Though I’ve made similar reference to this before, the idea that we constantly mimicking those around us shouldn’t be forgotten. Maybe I’m a severe case, but, for me, “mimicking” or “emulation” is one of the easiest ways to learn. I can draw well if I’ve seen it drawn before. Am I an artist? Heck no. Why do I do that big chest up, open mouth rolling start on my olympic lifts? Well, I do it because I saw Natalie Wolfolk do it in college, and she was the best weightlifter I’d ever seen, of course.
Now, don’t get me wrong. I’m as big of an advocate as anyone for style and originality. I don’t walk around trying to be like someone (or everyone) else, and neither should you.
It’s worth reminding ourselves, however, that the habits we take on, both good and bad, are often a product of our surroundings. Why do you move the way you do? Is your outfit inspired by someone else? I’m sure you’ve seen it somewhere.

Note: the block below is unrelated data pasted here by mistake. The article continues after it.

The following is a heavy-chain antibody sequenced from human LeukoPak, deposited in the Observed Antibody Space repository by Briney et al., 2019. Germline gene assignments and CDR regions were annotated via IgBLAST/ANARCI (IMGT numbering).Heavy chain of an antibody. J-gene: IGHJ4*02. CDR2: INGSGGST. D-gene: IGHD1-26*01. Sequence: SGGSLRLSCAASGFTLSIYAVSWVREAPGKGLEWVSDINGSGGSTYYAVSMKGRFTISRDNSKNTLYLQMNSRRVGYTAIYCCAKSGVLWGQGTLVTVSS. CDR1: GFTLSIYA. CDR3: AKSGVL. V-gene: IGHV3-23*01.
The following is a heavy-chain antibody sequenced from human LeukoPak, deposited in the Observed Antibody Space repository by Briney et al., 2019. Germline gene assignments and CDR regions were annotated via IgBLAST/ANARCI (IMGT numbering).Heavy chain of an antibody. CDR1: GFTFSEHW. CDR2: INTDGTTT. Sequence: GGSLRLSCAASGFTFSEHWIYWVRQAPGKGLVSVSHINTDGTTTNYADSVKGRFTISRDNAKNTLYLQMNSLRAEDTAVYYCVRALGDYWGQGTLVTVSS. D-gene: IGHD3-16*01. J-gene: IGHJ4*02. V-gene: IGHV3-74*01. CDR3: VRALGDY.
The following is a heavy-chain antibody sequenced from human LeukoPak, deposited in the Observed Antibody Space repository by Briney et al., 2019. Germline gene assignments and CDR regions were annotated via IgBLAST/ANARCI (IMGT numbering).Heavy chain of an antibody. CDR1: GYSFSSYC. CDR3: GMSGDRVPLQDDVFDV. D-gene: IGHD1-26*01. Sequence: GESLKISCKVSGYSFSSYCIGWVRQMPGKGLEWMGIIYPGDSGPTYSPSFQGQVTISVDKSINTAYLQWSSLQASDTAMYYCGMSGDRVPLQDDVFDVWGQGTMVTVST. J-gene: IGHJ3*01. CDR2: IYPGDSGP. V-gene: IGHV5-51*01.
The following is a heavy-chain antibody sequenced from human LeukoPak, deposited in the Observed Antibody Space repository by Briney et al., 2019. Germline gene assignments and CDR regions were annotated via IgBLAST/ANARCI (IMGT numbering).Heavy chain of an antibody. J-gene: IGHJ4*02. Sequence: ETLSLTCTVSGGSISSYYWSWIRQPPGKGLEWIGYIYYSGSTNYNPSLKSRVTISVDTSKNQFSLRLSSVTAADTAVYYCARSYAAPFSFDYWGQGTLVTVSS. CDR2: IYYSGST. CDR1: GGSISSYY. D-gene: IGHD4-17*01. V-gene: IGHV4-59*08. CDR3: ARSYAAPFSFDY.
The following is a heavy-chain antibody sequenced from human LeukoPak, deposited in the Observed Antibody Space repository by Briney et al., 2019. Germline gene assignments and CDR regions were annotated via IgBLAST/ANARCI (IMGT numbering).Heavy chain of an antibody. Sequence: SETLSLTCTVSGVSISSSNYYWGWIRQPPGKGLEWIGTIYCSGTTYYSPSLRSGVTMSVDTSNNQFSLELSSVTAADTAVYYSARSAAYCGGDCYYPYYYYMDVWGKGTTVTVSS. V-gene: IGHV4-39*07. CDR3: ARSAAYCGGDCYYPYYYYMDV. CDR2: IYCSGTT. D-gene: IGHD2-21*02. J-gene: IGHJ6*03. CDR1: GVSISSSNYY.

It gets scary to think that the same is true about our bad habits, though, isn’t it? Where did you learn that posture from? Surely, you’d look different if you were one in a billion without your shoulders back and down and a neutral pelvis? Do you think you’d still smoke if you were the only person in North America to do so?
These are interesting thoughts worth mulling over, in my opinion. Naturally, they begin to as the question, “Who is around you?” Who are you emulating? I’m lucky enough to have to watch at the most concentrated atmosphere of positive, driven men and women on a daily basis that I can find.
Complete the following for time:
10 Toes to Bar
15 Box Jumps (30/24)
20 Wall Balls (20/14)
20 Wall Balls
15 Box Jumps
10 Toes to Bar